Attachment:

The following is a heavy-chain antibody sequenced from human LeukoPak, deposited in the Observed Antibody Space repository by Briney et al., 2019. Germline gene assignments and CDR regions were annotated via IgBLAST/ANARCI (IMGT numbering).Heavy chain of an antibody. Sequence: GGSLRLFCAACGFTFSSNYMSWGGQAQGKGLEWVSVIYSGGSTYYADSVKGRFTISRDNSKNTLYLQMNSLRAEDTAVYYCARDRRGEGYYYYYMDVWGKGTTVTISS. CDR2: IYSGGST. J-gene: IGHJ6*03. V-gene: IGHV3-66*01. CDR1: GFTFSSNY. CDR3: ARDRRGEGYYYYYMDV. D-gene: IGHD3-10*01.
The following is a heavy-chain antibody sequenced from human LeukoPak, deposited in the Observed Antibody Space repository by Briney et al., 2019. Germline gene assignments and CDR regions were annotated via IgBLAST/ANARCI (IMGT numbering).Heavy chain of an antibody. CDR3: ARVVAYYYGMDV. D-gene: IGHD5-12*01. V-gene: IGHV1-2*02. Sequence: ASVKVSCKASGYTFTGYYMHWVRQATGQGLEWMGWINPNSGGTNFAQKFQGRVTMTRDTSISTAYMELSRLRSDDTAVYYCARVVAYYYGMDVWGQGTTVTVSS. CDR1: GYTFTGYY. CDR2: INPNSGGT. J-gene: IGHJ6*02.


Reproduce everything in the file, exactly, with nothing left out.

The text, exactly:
The following is a heavy-chain antibody sequenced from human LeukoPak, deposited in the Observed Antibody Space repository by Briney et al., 2019. Germline gene assignments and CDR regions were annotated via IgBLAST/ANARCI (IMGT numbering).Heavy chain of an antibody. Sequence: GGSLRLFCAACGFTFSSNYMSWGGQAQGKGLEWVSVIYSGGSTYYADSVKGRFTISRDNSKNTLYLQMNSLRAEDTAVYYCARDRRGEGYYYYYMDVWGKGTTVTISS. CDR2: IYSGGST. J-gene: IGHJ6*03. V-gene: IGHV3-66*01. CDR1: GFTFSSNY. CDR3: ARDRRGEGYYYYYMDV. D-gene: IGHD3-10*01.
The following is a heavy-chain antibody sequenced from human LeukoPak, deposited in the Observed Antibody Space repository by Briney et al., 2019. Germline gene assignments and CDR regions were annotated via IgBLAST/ANARCI (IMGT numbering).Heavy chain of an antibody. CDR3: ARVVAYYYGMDV. D-gene: IGHD5-12*01. V-gene: IGHV1-2*02. Sequence: ASVKVSCKASGYTFTGYYMHWVRQATGQGLEWMGWINPNSGGTNFAQKFQGRVTMTRDTSISTAYMELSRLRSDDTAVYYCARVVAYYYGMDVWGQGTTVTVSS. CDR1: GYTFTGYY. CDR2: INPNSGGT. J-gene: IGHJ6*02.